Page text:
Form a Performance Measurement Working Group

To get started, form a performance measurement working group that includes key program staff. Designate one person to lead the group. Measurement working groups typically include one to five people, depending on the size of the program or organization, and function best when they are racially diverse and include people from each level of the organization. Be sure to include anyone who will be critical to getting the performance measurement system up and running once it is in place. The experiences, values and concerns of communities of color are invaluable in monitoring performance, so members of these community should be full participants in the workgroup. 

Conduct a Performance Measurement Audit

A performance measurement audit will help you build on any existing measurement practices that your organization may already have in place. The toolkit uses the terms 'measures' and 'indicators' interchangeably.  Performance Measure Audit Tool (22.25 KB)

To conduct the measurement audit, answer the questions below. 

  1. What indicators are you currently tracking?
    • Compile a list of all the indicators that your organization currently tracks, both quantitative and qualitative.
  2. How and when are you tracking these indicators?
    • In most organizations, multiple staff members involved in activities and operations engage in data collection using a variety of tools to capture data at different times.
    • For all of your current measurement practices, list who is measuring, when, and how.
  3. Where and how are you storing your data?
    • Make sure you know where all of the data currently collected by your organization end up.
    • Take stock of all file collections, spreadsheets, databases, accounting systems, and other tools.
    • Create a master list of data storage locations, if you do not already have one.
  4. How are you reporting your data?
    • Methods of reporting your data can include dashboards, report cards, annual reports, stakeholder newsletters, and internal program reports.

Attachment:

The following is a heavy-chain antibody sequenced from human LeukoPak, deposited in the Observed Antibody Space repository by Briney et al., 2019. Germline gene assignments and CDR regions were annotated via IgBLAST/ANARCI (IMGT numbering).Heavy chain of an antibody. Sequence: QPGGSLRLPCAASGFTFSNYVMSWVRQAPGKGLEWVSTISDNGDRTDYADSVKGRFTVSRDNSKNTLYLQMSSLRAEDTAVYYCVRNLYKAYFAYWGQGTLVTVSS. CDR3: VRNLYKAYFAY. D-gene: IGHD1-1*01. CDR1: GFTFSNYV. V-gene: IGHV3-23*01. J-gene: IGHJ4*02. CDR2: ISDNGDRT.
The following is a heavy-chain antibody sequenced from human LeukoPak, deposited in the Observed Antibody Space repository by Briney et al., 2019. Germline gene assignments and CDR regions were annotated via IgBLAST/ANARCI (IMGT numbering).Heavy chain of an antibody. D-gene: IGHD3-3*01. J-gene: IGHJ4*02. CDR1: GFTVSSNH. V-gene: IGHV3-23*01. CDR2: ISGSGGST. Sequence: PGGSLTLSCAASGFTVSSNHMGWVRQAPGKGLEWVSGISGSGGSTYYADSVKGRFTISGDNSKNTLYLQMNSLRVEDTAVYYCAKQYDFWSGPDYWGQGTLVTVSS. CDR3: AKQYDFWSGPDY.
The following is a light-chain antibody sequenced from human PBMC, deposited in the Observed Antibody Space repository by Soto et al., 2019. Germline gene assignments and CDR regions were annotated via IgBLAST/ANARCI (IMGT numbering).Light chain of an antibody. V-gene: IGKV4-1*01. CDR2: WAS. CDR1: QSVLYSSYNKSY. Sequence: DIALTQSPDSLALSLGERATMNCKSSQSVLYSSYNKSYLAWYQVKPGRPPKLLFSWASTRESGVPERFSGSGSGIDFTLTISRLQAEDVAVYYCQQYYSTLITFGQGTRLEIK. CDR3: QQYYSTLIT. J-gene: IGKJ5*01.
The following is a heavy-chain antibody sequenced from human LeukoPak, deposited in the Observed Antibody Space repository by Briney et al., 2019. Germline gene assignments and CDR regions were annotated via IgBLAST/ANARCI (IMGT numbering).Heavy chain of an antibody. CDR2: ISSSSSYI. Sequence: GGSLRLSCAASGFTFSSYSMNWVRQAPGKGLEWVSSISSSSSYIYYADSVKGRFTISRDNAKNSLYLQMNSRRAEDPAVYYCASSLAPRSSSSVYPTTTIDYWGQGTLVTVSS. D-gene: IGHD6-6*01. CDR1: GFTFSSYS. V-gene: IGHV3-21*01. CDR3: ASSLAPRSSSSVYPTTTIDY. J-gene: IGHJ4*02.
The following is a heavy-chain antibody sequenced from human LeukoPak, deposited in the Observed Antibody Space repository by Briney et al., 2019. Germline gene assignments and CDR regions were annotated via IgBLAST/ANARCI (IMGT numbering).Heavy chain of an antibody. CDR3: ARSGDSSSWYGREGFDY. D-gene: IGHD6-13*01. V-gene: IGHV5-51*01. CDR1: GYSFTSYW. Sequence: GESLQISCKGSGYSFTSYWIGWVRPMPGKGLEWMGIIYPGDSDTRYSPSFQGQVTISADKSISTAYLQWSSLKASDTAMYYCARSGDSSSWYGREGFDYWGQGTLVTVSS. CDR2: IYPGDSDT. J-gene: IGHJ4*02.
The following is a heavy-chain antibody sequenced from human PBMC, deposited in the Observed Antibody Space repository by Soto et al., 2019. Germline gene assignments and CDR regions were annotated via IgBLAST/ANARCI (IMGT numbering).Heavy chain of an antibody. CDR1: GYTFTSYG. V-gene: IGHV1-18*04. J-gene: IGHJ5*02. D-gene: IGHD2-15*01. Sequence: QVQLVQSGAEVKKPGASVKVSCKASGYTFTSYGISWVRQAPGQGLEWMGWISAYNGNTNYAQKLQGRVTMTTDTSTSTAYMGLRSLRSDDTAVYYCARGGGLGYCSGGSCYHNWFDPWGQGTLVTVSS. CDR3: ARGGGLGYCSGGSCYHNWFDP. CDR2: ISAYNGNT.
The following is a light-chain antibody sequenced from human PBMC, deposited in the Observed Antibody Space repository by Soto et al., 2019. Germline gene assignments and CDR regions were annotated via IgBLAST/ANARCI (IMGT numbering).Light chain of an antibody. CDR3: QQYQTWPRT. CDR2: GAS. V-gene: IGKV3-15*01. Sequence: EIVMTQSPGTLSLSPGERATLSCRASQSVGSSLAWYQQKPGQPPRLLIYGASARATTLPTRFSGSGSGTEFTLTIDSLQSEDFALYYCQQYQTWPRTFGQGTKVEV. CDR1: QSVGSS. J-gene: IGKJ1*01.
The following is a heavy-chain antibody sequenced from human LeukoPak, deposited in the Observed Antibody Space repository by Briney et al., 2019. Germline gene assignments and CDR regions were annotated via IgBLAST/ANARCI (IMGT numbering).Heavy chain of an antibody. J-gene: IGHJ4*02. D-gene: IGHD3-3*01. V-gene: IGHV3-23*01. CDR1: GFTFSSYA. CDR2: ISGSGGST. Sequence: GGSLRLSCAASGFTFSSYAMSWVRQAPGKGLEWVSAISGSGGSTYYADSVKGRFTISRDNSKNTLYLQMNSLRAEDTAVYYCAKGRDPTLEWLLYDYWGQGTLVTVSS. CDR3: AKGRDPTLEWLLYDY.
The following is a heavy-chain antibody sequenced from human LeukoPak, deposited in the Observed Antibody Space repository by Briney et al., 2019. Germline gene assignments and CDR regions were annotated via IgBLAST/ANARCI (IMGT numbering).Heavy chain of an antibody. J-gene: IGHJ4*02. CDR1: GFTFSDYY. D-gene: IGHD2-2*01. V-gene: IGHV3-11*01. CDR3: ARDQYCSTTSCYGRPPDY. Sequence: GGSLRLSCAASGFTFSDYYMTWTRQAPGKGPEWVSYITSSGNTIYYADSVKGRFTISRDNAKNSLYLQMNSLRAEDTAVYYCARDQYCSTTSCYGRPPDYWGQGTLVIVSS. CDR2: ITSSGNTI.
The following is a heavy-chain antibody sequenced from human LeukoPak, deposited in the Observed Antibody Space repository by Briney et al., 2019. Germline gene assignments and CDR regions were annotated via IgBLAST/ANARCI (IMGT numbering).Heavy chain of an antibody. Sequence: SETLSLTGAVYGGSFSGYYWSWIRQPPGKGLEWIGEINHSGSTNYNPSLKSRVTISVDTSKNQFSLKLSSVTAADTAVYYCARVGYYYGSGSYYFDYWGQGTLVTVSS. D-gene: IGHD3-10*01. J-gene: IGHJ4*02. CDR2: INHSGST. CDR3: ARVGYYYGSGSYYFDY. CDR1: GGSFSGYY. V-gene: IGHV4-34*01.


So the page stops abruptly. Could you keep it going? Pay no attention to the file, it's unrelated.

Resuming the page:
• For each report, assess which indicators and other content are reported, to whom, and how often.
    • Also document who develops the reports.
  5. How are you reviewing and using your data?
    • Assess how your organization makes use of collected data.
      • Who reviews your performance reports and when?
      • Do you hold regular performance review meetings?
      • How do you analyze and interpret data?  
      • Are data routinely disaggregated by race? 
      • How do you incorporate conclusions drawn from your data into decision making?

Consider Creating a Logic Model  

  • Logic models are a graphical depiction of the relationships between the resources, activities, outputs, and outcomes of a program

  • A logic model allows you to assess the "if-then" relationships between the elements of the program - if the resources are available for a program, then the activities can be implemented, if the activities are implemented successfully then certain outputs and outcomes can be expected

  • There are many resources available outlining how to create a logic model - including this video

More information on creating Logic Models. 

Root Cause (2009), Building a performance measurement system: Using Data to Accelerate Social Impact.